Going into Labor: Gender, Migration and Neoliberal Lives in South Korea Restricted; Files Only

Choi, Suyun (Fall 2019)

Permanent URL: https://etd.library.emory.edu/concern/etds/b5644s82s?locale=en


This dissertation examines a particular form of migration, namely, marriage migration, that prevails in South Korea in order to reframe how we understand the neoliberal encounters and modes of life that unfold in the experiences of migrant women. Specifically, I analyze how South Korea's response to the reproductive crisis mobilizes gender to invent “marriage migration” as a new governmental category. The South Korean government woos marriage migrants by implementing various forms of support for them to become good wives and mothers of Korean families. In contrast, it keeps labor migrants as a cheap and disposable labor force by limiting their legal stay to within 5 year.Grounded in 16 months of fieldwork in Ansna, South Korea’s “migrant city,” my dissertation investigates women’s migratory journeys both in the contexts of ‘marriage’ and ‘labor’ migration – a process that I term going into labor’ – to deliberately highlight the intrinsic inseparability of productive and reproductive labor in migrant women’s experiences. In this light, I ask three broadly interconnected questions, which touch on the themes of subject, culture and power that neoliberalism promotes and operates through. First, how do migrant women navigate and disrupt the categories of labor and marriage migration to pursue certain aspirational visions? Second, in what contexts and through what kind of strategic practices do migrant women deploy the cultural differences they embody as entrepreneurial resources? Third, how and to what extent do migrant women become a part of governing practices that seek to fix migrants—both labor and marriage migrants—into governable subjects? My analysis highlights how neoliberal forces and migrant women’s desires are not exclusively oppositional but woven together into an entrepreneurial ethos that reinterprets nationhood, family, cultural differences, and transnational lives in economic terms. Through my analysis, I highlight the necessarily gendered forms such power takes--of support, nourishment, care, and self-affirmation–forms, which is less examined in the literature on neoliberal governmentality. This immanent critique, that is, examining the gendered ground and effects of the neoliberal regime of life, I hope, opens up other framings to conceptualize feminist politics and intervention amidst the proliferation of neoliberalism.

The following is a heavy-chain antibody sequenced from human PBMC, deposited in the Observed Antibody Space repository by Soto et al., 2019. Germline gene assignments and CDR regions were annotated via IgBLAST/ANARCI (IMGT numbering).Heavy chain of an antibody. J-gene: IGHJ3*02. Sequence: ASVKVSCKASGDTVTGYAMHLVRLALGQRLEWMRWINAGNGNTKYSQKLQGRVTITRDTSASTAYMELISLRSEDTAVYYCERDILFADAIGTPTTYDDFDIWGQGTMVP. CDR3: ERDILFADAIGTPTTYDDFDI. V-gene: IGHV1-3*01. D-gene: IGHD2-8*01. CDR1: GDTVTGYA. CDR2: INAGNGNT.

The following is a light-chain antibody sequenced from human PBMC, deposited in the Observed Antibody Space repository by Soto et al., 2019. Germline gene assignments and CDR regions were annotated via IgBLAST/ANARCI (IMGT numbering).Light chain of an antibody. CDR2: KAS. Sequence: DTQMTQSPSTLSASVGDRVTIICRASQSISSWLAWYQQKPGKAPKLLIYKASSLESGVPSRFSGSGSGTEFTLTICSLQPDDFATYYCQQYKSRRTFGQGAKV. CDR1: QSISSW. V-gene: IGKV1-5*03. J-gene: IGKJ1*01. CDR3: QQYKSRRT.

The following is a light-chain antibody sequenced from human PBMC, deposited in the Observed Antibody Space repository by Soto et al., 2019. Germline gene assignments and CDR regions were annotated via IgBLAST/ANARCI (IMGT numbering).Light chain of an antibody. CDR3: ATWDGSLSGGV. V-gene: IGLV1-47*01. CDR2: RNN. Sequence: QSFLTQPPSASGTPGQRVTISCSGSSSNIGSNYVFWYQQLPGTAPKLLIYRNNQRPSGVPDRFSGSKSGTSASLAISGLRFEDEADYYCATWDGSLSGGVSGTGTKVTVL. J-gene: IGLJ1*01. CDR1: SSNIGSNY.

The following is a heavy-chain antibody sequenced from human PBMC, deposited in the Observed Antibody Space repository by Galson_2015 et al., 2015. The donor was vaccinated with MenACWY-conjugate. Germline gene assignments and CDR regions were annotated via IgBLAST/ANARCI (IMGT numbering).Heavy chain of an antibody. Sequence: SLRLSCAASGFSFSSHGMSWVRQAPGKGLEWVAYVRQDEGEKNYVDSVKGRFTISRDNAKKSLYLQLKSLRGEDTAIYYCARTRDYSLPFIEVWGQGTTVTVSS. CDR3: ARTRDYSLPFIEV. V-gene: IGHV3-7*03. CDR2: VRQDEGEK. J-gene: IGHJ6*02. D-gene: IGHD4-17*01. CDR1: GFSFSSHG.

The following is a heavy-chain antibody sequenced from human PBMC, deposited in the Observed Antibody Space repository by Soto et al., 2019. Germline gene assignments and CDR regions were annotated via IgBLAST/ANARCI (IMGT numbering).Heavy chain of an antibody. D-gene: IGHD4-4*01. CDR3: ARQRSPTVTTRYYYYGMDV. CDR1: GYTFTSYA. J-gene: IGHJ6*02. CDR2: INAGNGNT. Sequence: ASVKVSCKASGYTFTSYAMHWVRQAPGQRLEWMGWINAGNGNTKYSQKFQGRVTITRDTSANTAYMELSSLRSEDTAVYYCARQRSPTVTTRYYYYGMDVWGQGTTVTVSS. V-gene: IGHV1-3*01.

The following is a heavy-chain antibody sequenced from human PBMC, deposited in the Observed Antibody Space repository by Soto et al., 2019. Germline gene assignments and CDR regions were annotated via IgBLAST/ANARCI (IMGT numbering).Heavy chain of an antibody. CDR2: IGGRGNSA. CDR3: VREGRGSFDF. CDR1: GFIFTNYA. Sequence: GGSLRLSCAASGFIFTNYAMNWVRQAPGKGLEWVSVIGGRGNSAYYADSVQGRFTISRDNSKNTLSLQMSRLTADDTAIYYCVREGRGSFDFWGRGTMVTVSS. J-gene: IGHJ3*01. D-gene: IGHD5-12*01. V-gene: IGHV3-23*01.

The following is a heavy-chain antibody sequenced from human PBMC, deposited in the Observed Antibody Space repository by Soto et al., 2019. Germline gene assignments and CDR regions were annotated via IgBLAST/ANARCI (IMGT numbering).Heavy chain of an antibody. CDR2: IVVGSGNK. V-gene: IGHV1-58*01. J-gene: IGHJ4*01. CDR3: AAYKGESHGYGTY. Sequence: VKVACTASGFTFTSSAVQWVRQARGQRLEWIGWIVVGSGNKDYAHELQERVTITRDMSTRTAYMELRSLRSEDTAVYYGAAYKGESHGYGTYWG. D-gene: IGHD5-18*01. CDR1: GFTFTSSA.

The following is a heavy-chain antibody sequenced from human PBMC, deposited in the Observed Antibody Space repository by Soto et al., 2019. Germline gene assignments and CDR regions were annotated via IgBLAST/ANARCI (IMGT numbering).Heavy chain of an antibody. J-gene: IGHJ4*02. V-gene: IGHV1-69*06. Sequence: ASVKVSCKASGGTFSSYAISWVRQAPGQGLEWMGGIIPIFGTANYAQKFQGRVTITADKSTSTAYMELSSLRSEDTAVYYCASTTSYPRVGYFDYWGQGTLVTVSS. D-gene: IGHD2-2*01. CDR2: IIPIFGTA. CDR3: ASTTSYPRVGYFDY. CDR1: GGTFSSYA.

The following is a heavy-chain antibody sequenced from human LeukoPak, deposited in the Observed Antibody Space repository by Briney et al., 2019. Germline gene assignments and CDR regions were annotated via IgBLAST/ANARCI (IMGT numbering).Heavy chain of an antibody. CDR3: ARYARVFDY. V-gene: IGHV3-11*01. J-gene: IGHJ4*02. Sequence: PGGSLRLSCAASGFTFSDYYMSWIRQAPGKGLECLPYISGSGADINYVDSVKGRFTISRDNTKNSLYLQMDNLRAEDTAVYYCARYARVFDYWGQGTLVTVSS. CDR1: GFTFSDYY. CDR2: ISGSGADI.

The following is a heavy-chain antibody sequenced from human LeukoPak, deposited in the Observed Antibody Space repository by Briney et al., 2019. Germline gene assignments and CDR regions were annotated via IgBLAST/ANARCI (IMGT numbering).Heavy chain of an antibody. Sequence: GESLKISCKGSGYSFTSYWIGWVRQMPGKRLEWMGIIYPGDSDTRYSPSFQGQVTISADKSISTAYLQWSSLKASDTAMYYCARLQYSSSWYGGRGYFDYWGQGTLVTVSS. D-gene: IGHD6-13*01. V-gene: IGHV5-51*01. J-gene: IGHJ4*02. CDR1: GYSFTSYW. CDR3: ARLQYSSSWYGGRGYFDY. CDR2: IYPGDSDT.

Table of Contents

Introduction  1

Chapter One: On the Neoliberal Subject, Culture, and Power 48

Chapter Two: Factory Workers, Foreigner Moms and Flourishing Lives? 68

Chapter Three: Multicultural Entrepreneurs 94

Chapter Four: Governing through Support 122

Conclusion 147

Bibliography 160

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